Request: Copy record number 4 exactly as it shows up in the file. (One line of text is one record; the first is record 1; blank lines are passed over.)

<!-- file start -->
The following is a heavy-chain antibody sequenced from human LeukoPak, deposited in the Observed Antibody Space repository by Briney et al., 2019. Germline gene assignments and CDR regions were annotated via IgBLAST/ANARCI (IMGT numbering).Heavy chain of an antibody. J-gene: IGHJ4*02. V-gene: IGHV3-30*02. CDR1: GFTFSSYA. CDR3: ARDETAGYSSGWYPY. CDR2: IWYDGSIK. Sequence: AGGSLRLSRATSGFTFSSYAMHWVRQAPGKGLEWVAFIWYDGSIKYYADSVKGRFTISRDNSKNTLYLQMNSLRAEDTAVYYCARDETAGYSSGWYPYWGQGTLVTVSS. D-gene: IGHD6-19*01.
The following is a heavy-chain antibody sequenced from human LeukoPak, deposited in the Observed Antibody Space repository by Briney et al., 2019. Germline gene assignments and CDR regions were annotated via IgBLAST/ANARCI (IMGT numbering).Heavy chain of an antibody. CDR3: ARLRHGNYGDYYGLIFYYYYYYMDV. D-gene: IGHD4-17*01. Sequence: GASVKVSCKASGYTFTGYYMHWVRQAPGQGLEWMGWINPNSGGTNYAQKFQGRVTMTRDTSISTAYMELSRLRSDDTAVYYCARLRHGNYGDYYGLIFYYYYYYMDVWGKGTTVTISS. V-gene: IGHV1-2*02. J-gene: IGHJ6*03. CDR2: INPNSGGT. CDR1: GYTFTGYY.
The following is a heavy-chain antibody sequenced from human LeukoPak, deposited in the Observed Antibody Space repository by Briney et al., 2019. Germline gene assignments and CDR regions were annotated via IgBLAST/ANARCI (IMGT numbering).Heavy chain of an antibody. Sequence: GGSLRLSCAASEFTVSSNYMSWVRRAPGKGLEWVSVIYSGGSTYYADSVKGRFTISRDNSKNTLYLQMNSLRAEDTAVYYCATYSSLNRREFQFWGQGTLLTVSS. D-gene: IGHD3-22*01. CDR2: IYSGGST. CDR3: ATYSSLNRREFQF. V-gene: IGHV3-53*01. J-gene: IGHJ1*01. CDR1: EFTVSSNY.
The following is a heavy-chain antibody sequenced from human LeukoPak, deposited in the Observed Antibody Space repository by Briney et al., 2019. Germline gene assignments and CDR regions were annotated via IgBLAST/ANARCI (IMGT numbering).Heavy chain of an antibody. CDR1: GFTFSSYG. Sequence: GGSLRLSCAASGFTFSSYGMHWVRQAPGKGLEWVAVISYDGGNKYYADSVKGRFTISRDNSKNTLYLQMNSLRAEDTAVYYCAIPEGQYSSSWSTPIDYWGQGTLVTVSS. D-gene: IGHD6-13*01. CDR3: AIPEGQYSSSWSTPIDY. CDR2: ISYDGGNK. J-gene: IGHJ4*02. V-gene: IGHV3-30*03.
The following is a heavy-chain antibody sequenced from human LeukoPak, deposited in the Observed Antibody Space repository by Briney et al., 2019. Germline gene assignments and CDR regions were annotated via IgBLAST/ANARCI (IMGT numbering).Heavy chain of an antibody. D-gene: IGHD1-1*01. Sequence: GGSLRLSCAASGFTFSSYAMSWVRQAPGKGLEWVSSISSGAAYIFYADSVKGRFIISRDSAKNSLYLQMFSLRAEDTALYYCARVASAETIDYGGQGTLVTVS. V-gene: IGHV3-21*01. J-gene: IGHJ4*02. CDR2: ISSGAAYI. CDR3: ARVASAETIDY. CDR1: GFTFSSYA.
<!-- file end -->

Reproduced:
The following is a heavy-chain antibody sequenced from human LeukoPak, deposited in the Observed Antibody Space repository by Briney et al., 2019. Germline gene assignments and CDR regions were annotated via IgBLAST/ANARCI (IMGT numbering).Heavy chain of an antibody. CDR1: GFTFSSYG. Sequence: GGSLRLSCAASGFTFSSYGMHWVRQAPGKGLEWVAVISYDGGNKYYADSVKGRFTISRDNSKNTLYLQMNSLRAEDTAVYYCAIPEGQYSSSWSTPIDYWGQGTLVTVSS. D-gene: IGHD6-13*01. CDR3: AIPEGQYSSSWSTPIDY. CDR2: ISYDGGNK. J-gene: IGHJ4*02. V-gene: IGHV3-30*03.